Chris Harman


Mistaken identity

(November 1995)

Reviews, Socialist Review, No.191, November 1995.
Copyright © Socialist Review.
Copied with thanks from the Socialist Review Archive at
Marked up by Einde O’Callaghan for the Marxists’ Internet Archive.

Fighting the rat in the skullRat In the Skull
by Ron Hutchinson

A young Irishman describes from his prison cell how the police have kicked his door in, put the boot into him, dragged him across the room and held him in Paddington Green police station under the Prevention of Terrorism Act, taking turns to interrogate him hour after hour until he confesses. The British police are shown to be cynical, after convictions at any cost, and the Belfast Royal Ulster Constabulary to be brutal and bigoted.

A play that begins like that and holds the audience engrossed for two hours without a break should get praise from any socialist reviewer. But I could not help feeling a little uneasy at Rat in the Skull, revived 11 years after its first run at the Royal Court.

The power of the play comes from the juxtaposing of the monologue by the prisoner with another near monologue by the RUC officer trying to interrogate him. Each gives expression to views which go unchallenged among the people that they come from. The prisoner talks about police harassment, oppression and the fight for nationhood. The RUC officer rants on about Catholics trying to outbreed Protestants and living on social security from a state they reject.

My doubts about the play began when I realised both sets of views were treated as equally valid (or invalid), with the Orange view being more forcefully put – perhaps because it was put by a more forceful actor (Tony Doyle, who played the crooked police chief in the television series Between the Lines). The doubts increased when at least some of the audience laughed with the RUC man when he cracked his anti-Catholic jokes, rather than against him. The play’s message is that it is the two opposed sets of beliefs that have set Republicans and Loyalists needlessly at each others throats.

Isn’t it like ‘two fellas in a ditch, clubbing each other till the one dropped dead?’, the RUC man asks the prisoner as he makes fun of his beliefs. ‘You can’t afford letting the rat get in the skull, telling you you’re wrong, the fight’s not worth the fight.’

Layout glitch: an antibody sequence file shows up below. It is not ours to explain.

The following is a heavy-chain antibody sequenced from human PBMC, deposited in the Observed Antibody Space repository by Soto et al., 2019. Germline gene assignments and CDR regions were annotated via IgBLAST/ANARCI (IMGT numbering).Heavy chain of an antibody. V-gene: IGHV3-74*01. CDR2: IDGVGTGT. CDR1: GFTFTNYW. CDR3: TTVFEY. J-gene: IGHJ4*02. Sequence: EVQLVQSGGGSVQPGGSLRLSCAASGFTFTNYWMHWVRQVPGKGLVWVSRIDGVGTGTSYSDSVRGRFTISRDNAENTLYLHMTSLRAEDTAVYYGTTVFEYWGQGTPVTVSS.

But, there’s a rat in the RUC man’s skull as well. He half knows the Loyalist cause is a doomed one. ‘We’re going to be sold down the Swanee one of these fine days. Or should I say the Shannon?’ And the British regard him as much an Irishman as the prisoner. ‘I resent what a quarrel between two brands of Irishman has done to my town, my life,’ complains the Scotland Yard officer.

If only, it seems, both Nationalists and Loyalists could shake their brains free of preconceptions, then the whole conflict in Northern Ireland would come to a conclusion. As it is, they are like twin tribes, each hating and needing the other, condemned to fight on for ever – especially if the British ever withdraw.

This can be an appealing message to a British audience, but it’s by no means the whole truth about Ireland. Orangeism and Republicanism have never been completely symmetrical, and the British forces have never simply held the ring between the two.

Orange myths were carefully cultivated in the past exclusively among Protestants to provide a cloak for oppression and exploitation – indeed, the Orange Order was founded exactly 200 years ago to mobilise opposition to a Protestant led anti-British movement, the United Irishmen.

By contrast, Republican myths arose out of a confused battle against oppression, and even if that tended to be based mainly on Catholics it also always included some individual Protestants. That is why more is needed in Northern Ireland today than for ‘the two communities’ simply to tolerate ‘the identity’ of the other.

The play is well worth seeing, despite these reservations. If it provides a caricatured view of Republicanism, it also explores well many of the contradictions of Loyalism. And it is highly enjoyable.

Rat in the Skull plays at the Duke of York’s Theatre, London

Last updated on 21 December 2009